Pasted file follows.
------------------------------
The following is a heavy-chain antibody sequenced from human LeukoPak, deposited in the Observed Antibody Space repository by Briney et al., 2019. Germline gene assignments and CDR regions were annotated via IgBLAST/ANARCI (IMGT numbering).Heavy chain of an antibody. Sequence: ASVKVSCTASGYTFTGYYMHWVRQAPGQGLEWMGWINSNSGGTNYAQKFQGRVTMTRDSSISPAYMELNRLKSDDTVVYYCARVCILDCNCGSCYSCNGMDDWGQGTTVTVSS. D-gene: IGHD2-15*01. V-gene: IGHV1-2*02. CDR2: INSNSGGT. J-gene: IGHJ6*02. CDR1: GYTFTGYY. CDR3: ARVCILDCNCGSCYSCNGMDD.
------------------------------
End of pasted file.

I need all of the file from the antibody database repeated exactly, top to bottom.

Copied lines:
The following is a heavy-chain antibody sequenced from human LeukoPak, deposited in the Observed Antibody Space repository by Briney et al., 2019. Germline gene assignments and CDR regions were annotated via IgBLAST/ANARCI (IMGT numbering).Heavy chain of an antibody. Sequence: ASVKVSCTASGYTFTGYYMHWVRQAPGQGLEWMGWINSNSGGTNYAQKFQGRVTMTRDSSISPAYMELNRLKSDDTVVYYCARVCILDCNCGSCYSCNGMDDWGQGTTVTVSS. D-gene: IGHD2-15*01. V-gene: IGHV1-2*02. CDR2: INSNSGGT. J-gene: IGHJ6*02. CDR1: GYTFTGYY. CDR3: ARVCILDCNCGSCYSCNGMDD.